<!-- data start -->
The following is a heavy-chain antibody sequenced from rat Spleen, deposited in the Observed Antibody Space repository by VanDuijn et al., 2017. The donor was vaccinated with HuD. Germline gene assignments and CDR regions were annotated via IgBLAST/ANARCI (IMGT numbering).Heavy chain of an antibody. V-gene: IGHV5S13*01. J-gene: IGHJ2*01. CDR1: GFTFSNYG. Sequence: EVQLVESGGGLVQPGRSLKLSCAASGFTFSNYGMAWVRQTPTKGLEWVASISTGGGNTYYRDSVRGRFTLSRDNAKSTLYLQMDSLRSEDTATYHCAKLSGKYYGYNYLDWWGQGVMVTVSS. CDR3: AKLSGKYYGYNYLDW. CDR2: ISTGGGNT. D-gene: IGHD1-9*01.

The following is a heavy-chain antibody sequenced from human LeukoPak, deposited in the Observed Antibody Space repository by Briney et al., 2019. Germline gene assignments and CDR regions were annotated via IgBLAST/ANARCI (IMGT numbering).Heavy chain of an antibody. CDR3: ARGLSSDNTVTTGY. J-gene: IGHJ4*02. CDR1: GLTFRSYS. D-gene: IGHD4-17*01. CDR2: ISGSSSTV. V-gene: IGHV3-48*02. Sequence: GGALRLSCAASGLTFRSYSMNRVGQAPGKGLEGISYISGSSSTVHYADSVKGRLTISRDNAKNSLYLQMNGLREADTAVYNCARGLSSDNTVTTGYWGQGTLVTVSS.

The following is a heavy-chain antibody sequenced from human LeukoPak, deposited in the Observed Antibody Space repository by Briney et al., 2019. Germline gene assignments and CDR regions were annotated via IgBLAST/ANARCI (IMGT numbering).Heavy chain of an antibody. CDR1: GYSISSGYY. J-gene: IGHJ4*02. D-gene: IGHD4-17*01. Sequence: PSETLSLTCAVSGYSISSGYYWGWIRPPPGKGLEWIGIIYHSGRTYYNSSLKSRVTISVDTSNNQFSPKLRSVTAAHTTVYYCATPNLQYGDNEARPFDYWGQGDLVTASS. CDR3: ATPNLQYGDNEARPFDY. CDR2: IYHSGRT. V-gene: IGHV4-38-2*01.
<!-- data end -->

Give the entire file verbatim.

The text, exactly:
The following is a heavy-chain antibody sequenced from rat Spleen, deposited in the Observed Antibody Space repository by VanDuijn et al., 2017. The donor was vaccinated with HuD. Germline gene assignments and CDR regions were annotated via IgBLAST/ANARCI (IMGT numbering).Heavy chain of an antibody. V-gene: IGHV5S13*01. J-gene: IGHJ2*01. CDR1: GFTFSNYG. Sequence: EVQLVESGGGLVQPGRSLKLSCAASGFTFSNYGMAWVRQTPTKGLEWVASISTGGGNTYYRDSVRGRFTLSRDNAKSTLYLQMDSLRSEDTATYHCAKLSGKYYGYNYLDWWGQGVMVTVSS. CDR3: AKLSGKYYGYNYLDW. CDR2: ISTGGGNT. D-gene: IGHD1-9*01.

The following is a heavy-chain antibody sequenced from human LeukoPak, deposited in the Observed Antibody Space repository by Briney et al., 2019. Germline gene assignments and CDR regions were annotated via IgBLAST/ANARCI (IMGT numbering).Heavy chain of an antibody. CDR3: ARGLSSDNTVTTGY. J-gene: IGHJ4*02. CDR1: GLTFRSYS. D-gene: IGHD4-17*01. CDR2: ISGSSSTV. V-gene: IGHV3-48*02. Sequence: GGALRLSCAASGLTFRSYSMNRVGQAPGKGLEGISYISGSSSTVHYADSVKGRLTISRDNAKNSLYLQMNGLREADTAVYNCARGLSSDNTVTTGYWGQGTLVTVSS.

The following is a heavy-chain antibody sequenced from human LeukoPak, deposited in the Observed Antibody Space repository by Briney et al., 2019. Germline gene assignments and CDR regions were annotated via IgBLAST/ANARCI (IMGT numbering).Heavy chain of an antibody. CDR1: GYSISSGYY. J-gene: IGHJ4*02. D-gene: IGHD4-17*01. Sequence: PSETLSLTCAVSGYSISSGYYWGWIRPPPGKGLEWIGIIYHSGRTYYNSSLKSRVTISVDTSNNQFSPKLRSVTAAHTTVYYCATPNLQYGDNEARPFDYWGQGDLVTASS. CDR3: ATPNLQYGDNEARPFDY. CDR2: IYHSGRT. V-gene: IGHV4-38-2*01.